LD Jennings

The quest to harvest the Tiny Ten, which has led me to some special places in Southern Africa, has taken me to yet another one – the sand forests of Mozambique. The reason for our trip to this beautiful “garden” was to find the Livingstone’s suni and Natal red duiker. Spending a few days in this hunting paradise afforded us the opportunity to taste a bit of wild Africa.

It was the second day of our three-day hunt with Zambeze Delta Safaris. We were back in camp after a very successful morning, hunting Lichtenstein’s hartebeest. Professional hunter Poen van Zyl and I were discussing our strategy for the afternoon over a delicious lunch of hartebeest fillets and French fries. Poen suggested we try an area about 40 minutes away where he had seen good red duiker several days before. He mentioned a “garden”, a term I had never heard being used in a hunting context before, but I was excited nonetheless.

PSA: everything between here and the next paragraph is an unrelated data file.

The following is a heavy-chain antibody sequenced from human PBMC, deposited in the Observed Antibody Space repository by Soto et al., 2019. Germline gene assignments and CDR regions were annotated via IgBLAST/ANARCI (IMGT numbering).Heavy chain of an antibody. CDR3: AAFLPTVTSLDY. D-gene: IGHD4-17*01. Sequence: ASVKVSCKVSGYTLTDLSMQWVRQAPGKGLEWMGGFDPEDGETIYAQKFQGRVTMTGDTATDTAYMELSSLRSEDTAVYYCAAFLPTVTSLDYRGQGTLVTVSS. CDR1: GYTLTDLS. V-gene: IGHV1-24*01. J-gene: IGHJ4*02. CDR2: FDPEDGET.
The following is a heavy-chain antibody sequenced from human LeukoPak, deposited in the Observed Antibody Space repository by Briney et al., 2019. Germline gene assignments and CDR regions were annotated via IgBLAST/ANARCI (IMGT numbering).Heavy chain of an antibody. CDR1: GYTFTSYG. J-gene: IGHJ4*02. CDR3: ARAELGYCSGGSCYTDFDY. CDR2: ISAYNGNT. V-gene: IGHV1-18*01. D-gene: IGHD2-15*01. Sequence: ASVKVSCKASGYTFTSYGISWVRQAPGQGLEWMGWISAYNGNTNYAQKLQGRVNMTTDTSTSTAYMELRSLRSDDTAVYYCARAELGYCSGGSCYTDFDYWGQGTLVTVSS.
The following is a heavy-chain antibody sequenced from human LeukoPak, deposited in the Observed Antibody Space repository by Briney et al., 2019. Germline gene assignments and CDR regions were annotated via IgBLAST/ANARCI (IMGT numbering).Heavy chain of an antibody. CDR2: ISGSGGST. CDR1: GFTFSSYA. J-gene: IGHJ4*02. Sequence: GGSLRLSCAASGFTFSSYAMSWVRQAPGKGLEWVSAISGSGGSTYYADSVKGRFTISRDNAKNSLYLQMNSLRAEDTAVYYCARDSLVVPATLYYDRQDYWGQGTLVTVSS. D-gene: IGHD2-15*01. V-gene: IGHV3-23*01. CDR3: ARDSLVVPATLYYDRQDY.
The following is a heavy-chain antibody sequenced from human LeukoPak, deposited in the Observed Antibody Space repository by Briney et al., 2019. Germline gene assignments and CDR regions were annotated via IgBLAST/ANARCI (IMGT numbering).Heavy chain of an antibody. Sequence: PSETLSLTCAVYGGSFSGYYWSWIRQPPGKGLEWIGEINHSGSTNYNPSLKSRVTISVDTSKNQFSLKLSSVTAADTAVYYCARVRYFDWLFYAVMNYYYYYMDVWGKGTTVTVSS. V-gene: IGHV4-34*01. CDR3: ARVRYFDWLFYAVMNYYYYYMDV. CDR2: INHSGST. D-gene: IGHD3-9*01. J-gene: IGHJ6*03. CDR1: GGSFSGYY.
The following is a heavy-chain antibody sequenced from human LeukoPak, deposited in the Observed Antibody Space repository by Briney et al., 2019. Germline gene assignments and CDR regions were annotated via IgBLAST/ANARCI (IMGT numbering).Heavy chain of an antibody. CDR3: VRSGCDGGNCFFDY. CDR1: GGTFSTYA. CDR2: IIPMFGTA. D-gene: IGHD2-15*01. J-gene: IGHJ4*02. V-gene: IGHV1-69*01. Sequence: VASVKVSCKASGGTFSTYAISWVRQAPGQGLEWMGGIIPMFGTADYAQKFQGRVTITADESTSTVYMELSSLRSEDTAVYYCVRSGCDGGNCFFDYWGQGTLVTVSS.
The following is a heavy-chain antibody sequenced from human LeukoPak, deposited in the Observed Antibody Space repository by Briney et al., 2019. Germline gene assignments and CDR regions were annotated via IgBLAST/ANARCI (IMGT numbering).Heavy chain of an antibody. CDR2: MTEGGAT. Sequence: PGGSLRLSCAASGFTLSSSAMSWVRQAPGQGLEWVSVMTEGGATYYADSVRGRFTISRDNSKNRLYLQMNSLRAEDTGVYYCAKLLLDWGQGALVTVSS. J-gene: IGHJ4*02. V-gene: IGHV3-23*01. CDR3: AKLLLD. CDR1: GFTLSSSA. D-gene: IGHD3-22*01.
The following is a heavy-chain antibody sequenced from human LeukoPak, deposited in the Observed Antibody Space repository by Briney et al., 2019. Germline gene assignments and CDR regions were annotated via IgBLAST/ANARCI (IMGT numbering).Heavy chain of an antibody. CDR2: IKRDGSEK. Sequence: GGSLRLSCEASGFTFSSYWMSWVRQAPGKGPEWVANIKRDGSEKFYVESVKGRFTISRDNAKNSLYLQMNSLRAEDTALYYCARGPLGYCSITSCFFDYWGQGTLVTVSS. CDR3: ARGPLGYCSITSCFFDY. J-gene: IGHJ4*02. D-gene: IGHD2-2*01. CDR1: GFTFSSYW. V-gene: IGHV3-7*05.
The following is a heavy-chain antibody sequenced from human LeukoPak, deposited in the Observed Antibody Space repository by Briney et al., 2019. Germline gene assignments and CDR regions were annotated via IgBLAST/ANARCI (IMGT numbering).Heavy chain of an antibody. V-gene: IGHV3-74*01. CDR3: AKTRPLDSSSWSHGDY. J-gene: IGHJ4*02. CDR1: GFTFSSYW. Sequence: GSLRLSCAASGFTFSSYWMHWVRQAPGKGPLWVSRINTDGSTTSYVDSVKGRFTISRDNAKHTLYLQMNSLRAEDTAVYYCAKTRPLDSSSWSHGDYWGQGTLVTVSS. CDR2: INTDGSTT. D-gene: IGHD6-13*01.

The red forest duiker or Natal red duiker (Cephalophus natalensis), as this antelope is called, is smaller than the common duiker. Red forest duiker are found from Central to Southern Africa and favour a denser bush habitat than the common duiker. The red duiker is one of 22 existing subspecies that form the subfamily Cephalophinae. Red forest duiker are territorial and often mark their territory by using a substance secreted from the maxillary glands near their eyes.

Standing, the red duiker is about 420 mm at the shoulder and has a body mass of approximately 12 kg. Red forest duiker tend to roam alone or in pairs or small family groups. The upper parts of their fur coat are a deep chestnut-red and the lower parts of their flanks and underparts a pale chestnut colour. When standing in the sun, they almost have a red glow to them – it is one of the prettiest sights and one of my favourites. The nape and throat turn ash-grey as the animal ages. One thing that makes Natal red duiker stand out is that they are more diurnal and less secretive than most forest duiker. It is therefore easier to observe and hunt them.

Both sexes carry short, straight horns. The horns have coarse basal rings and longitudinal ridges but are smooth towards the tips. One thing you need to remember when judging a red duiker trophy, is that the horns are sometimes covered by hair growing out of the base, which could be misleading when seeing this animal.